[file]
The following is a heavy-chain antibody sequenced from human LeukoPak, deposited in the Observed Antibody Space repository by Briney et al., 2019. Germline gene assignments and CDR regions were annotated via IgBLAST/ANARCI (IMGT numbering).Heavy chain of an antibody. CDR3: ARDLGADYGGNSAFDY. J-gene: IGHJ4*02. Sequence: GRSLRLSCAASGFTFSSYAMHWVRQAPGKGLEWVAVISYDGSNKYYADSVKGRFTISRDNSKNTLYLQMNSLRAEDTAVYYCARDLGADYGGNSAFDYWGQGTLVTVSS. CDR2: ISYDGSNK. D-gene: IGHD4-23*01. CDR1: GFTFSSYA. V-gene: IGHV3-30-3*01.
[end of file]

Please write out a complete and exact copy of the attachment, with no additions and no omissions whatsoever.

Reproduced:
The following is a heavy-chain antibody sequenced from human LeukoPak, deposited in the Observed Antibody Space repository by Briney et al., 2019. Germline gene assignments and CDR regions were annotated via IgBLAST/ANARCI (IMGT numbering).Heavy chain of an antibody. CDR3: ARDLGADYGGNSAFDY. J-gene: IGHJ4*02. Sequence: GRSLRLSCAASGFTFSSYAMHWVRQAPGKGLEWVAVISYDGSNKYYADSVKGRFTISRDNSKNTLYLQMNSLRAEDTAVYYCARDLGADYGGNSAFDYWGQGTLVTVSS. CDR2: ISYDGSNK. D-gene: IGHD4-23*01. CDR1: GFTFSSYA. V-gene: IGHV3-30-3*01.